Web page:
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A firestorm has erupted among breast-feeding activists in Detroit who say that an Oregon-based human milk corporation is targeting and exploiting the city's low-income African-American mothers for their breast milk.

Led by the Detroit-based Black Mothers' Breast Feeding Association, activists are collecting signatures and planning a news conference Tuesday to protest the work of Medolac Laboratories, a public benefit corporation.

The company recently announced a Clinton Global Initiative commitment to increase and prolong breast-feeding among African-American women by forming partnerships to support the Mothers Milk Cooperative, a donor milk bank owned by its members.

The cooperative has 1,000 members in 47 states and is working to enroll more, paying nursing mothers who have excess breast milk $1 an ounce.

The milk is rigorously tested before it is sold for $4 an ounce to hospitals for use in neonatal intensive care units — where care is given to infants born too early, according to Medolac. Studies show breast milk given to premature infants help them thrive and fight off infections, sepsis and death, but the supply is a fraction of the demand.

Kiddada Green, founding director of the Black Mothers' Breast Feeding Association, is concerned the partnerships will target urban areas, including Detroit, where officials from the Tech Town business incubator have been working to support the endeavor.

Green said their concerns include a lack of evidence that paying mothers for their breast milk will increase the longevity of their breast-feeding, whether the milk will be used for premature infants struggling for survival in Detroit hospitals and more. African-American mothers have low breast-feeding rates.

"They are asserting that this is a social movement," said Green. "But I think it's exploitation. It's profit-driven."

But officials from Medolac and the Mothers Milk Cooperative say nothing could be further from the truth.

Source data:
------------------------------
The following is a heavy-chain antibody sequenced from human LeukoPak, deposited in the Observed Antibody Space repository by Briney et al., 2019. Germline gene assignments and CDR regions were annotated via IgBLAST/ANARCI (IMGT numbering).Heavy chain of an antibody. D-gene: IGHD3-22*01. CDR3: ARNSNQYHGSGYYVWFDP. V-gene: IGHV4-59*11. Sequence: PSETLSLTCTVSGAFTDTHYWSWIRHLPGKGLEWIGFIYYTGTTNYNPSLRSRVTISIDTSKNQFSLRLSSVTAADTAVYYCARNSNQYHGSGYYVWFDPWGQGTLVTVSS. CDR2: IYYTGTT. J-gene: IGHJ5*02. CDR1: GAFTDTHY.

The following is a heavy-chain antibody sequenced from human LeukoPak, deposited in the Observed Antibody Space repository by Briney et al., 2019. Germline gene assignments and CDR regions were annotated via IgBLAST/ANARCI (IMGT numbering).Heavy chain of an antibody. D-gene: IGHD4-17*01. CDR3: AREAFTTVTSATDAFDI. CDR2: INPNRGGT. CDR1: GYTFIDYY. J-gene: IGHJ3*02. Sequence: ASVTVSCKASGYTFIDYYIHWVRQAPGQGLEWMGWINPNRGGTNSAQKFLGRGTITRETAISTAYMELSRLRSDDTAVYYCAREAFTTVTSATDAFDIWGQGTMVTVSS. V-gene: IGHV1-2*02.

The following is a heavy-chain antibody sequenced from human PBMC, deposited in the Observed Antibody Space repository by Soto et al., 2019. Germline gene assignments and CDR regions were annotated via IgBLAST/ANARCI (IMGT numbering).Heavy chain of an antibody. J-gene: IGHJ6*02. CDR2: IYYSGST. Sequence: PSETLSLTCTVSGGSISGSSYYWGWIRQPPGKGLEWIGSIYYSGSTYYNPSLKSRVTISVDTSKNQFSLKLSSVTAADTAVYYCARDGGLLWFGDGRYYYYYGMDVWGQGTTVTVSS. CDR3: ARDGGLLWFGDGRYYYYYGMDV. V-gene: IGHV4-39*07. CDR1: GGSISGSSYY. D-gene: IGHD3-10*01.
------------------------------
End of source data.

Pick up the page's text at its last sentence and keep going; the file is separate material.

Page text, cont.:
"We would never take milk from a poor woman who didn't have enough for their own babies," said Elena Medo, chairwoman and CEO of Medolac Laboratories.

Many mothers are using the money to give them more options, to stay at home longer with their child or go back to school or pay off debts or allowing their spouse to be the primary breadwinner, according to Medolac. Last year, the company paid more than $1 million to members of the Mothers Milk Cooperatives, with an average of about $600 to $800 month.

Since the co-op only started in 2012, no profits have been made, said Adrianne Weir, CEO of the Mother's Milk Cooperative. But at the end of the year, any proceeds will be split among the members.

Most of the co-op's members are from Michigan, where it was incorporated. The co-op was incorporated in Michigan because it is the only state with a law that allows a co-op to become global and still remain one entity, said Doug Hawkins, senior vice president of corporate affairs at Medolac Laboratories.

Additionally, the co-op's formation got technical assistance from Michigan State University.

But Danielle Atkinson, founding director of Mothering Justice, a Royal Oak group working to advance the financial stability of mothers, said there is an infant mortality problem in Detroit and a host of other issues that activists don't want to see exacerbated by Medolac's campaign.

"If they are coming into this community," Atkinson said, "they need to be held accountable for what the impact is."

KKozlowski@detroitnews.com

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